Sunday 21 October 2012


Image: Ken Roblee/New York Department of Environmental Conservation
Cryptobranchus alleganiensis
Hellbender... very much NOT on the straight and narrow, then. This impression grows even clearer when you hear some of their other common names, like Devil Dog and Mud Devil. The real clincher, however, is Snot Otter. Snot Otter! This is a dark business, dear reader. Keep a tight grip on your soul. And bring a handkerchief.

Image: D. Kazyak
The Hellbender is a great, big, icky salamander found only in the more temperate parts of eastern United States. They are the biggest salamanders in North America and the third biggest in the world, dwarfed only by the related Chinese and Japanese Giant Salamanders.

Image: brian.gratwicke via Flickr
They really are dwarfed by those guys, though! A really big Hellbender is up to 75 cm (30 in) long, while Japanese Giants can double that. Chinese ones are even bigger! It's odd, usually Americans make everything massive and the Japanese make everything tiny.

Image: brian.gratwicke via Flickr
It's bending!
Despite this huge gulf in size, Hellbenders share much in common with their long lost cousins, from the flattened body to the tiny legs and puny eyes. I don't know what you'd expect something called a "Devil Dog" to do, but it's evident that this one won't be chasing after you like a greyhound. Maybe a dachshund, but definitely not a greyhound. Walk briskly and you should be fine.

One interesting difference from the other Giant Salamanders is that Hellbenders don't like to raise their little nostrils up out of the water to take in a lungful of air. They much prefer to keep completely submerged at all times, taking all the oxygen they need by absorbing it through the wrinkly frills of skin that run down their sides. This leads to extremely precise habitat requirements to ensure they aren't constantly out of breath.

Image: brian.gratwicke via Flickr
Cool, shallow, fast-flowing rivers are a must for Hellbenders. Which doesn't sound Hellish at all! Sounds rather pleasant in fact, especially when their flattened body shape ensures they don't get swept away in the current. Also, they don't even like mud that much! Hellbenders prefer an assortment of stones beneath their feet and perhaps a few more to hide under.

When they get hungry, Hellbenders follow their nose to sniff out crayfish and small fish to eat. They have poor eyesight and sometimes you have to take a close look see that they have eyes at all.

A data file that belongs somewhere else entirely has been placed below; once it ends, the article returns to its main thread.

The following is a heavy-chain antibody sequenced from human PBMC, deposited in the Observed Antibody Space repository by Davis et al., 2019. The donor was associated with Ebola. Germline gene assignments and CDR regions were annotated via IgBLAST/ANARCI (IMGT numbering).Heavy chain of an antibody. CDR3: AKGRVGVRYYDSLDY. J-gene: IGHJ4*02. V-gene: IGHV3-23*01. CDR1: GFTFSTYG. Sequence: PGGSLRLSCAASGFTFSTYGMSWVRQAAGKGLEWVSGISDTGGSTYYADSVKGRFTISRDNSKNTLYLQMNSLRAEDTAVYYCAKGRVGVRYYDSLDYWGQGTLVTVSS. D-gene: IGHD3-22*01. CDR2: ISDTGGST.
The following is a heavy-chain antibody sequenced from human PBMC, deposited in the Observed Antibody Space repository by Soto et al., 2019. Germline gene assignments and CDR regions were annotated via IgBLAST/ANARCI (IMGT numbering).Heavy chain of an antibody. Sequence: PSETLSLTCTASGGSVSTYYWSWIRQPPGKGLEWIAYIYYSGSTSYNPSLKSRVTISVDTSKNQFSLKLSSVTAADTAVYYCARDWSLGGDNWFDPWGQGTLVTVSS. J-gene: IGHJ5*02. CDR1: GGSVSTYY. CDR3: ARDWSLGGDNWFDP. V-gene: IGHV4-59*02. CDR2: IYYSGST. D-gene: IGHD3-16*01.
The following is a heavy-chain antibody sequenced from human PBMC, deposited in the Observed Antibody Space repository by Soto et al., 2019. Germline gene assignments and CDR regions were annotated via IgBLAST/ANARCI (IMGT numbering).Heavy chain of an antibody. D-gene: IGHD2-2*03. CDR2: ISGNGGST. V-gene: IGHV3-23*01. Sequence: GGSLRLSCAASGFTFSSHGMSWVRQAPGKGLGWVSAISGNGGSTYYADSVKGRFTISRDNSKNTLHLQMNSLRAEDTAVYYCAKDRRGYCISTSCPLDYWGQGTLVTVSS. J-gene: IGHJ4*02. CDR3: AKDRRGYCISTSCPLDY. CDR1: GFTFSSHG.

When the breeding season comes around, the males have a lot of work to do. He first excavates a nest under a rock or log and then waits around until a female wanders by. When he spots (or smells, I suppose) her, he'll jump out and try and guide her, steer her, drive her or otherwise get her to his den. Then he'll basically stand there waiting for her to lay a couple hundred eggs so he can fertilize them as they fall.

Image: brian.gratwicke via Flickr
With that over, he now kicks the female out and sends her packing. For the next month or two he guards the eggs from predators, not least other Hellbenders. He even undulates those wrinkly frills of skin on his sides to waft water over the eggs and ensure they're supplied with sufficient oxygen.

Image: Mark Wanner/Saint Louis Zoo
Hellbender larva
When the incubation period is finally over, the eggs hatch and tiny, 2.5 cm (1 inch) long Hellbenders crawl out and start their life. Each one has a yolk sac that provides them with food for their first few months and they breathe using external gills that will remain with them for some 18 months. It won't be until they're a whopping 5 years of age that they'll be able to have youngsters of their own and captive individuals were dead by the time they were 30, at which point they were slimy, wrinkly and had eyes that were kinda glazed over. Now that's rock 'n' roll!

Image: USFWS; Jill Utrup
All in all, the Hellbender seems really strange to me. When I look at it, I imagine it creeping along in the mud of some swamp or stagnant pond. As it turns out, they're more like a terrifying testament to the value of clean living.


TexWisGirl said...

snot otter! who coulda thunk up a better name! :)

(your comment on the bird feeder made me laugh today).

Joseph JG said...

You gotta love names like that! They just roll off the tongue and are so descriptive.

??? said...

I'm delighted by snot otter. What a wonderful name.
I've seen hellbenders/giant salamanders a couple of times at zoos and I've always wanted to hold one or at least pet one. Here's a Japanese giant salamander that I found particularly adorable

Crunchy said...

Snot otter. Snotter.

Joseph JG said...

@Jedediah: It's great that you're so keen to check out those slimy salamanders! I hope you get your wish soon and the snot feels appropriately weird!

@Crunchy: That's just what I thought!